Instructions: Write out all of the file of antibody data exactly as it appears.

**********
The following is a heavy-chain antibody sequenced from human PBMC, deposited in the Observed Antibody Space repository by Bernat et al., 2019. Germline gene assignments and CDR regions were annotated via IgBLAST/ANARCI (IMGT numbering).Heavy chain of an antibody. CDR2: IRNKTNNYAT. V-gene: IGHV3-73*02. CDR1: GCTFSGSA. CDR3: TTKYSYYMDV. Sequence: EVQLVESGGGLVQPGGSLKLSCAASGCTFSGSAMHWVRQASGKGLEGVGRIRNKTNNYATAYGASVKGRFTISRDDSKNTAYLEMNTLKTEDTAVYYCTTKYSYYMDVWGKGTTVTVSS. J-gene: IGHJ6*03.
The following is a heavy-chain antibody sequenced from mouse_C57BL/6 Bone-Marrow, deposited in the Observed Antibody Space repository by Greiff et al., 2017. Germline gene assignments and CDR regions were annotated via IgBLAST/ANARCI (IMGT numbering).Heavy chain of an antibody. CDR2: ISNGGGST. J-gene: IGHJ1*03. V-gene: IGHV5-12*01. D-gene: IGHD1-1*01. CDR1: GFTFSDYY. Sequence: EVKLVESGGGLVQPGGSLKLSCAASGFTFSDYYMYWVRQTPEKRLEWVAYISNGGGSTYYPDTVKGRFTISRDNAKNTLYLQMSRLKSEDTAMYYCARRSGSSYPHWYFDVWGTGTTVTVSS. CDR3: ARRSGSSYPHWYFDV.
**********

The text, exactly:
The following is a heavy-chain antibody sequenced from human PBMC, deposited in the Observed Antibody Space repository by Bernat et al., 2019. Germline gene assignments and CDR regions were annotated via IgBLAST/ANARCI (IMGT numbering).Heavy chain of an antibody. CDR2: IRNKTNNYAT. V-gene: IGHV3-73*02. CDR1: GCTFSGSA. CDR3: TTKYSYYMDV. Sequence: EVQLVESGGGLVQPGGSLKLSCAASGCTFSGSAMHWVRQASGKGLEGVGRIRNKTNNYATAYGASVKGRFTISRDDSKNTAYLEMNTLKTEDTAVYYCTTKYSYYMDVWGKGTTVTVSS. J-gene: IGHJ6*03.
The following is a heavy-chain antibody sequenced from mouse_C57BL/6 Bone-Marrow, deposited in the Observed Antibody Space repository by Greiff et al., 2017. Germline gene assignments and CDR regions were annotated via IgBLAST/ANARCI (IMGT numbering).Heavy chain of an antibody. CDR2: ISNGGGST. J-gene: IGHJ1*03. V-gene: IGHV5-12*01. D-gene: IGHD1-1*01. CDR1: GFTFSDYY. Sequence: EVKLVESGGGLVQPGGSLKLSCAASGFTFSDYYMYWVRQTPEKRLEWVAYISNGGGSTYYPDTVKGRFTISRDNAKNTLYLQMSRLKSEDTAMYYCARRSGSSYPHWYFDVWGTGTTVTVSS. CDR3: ARRSGSSYPHWYFDV.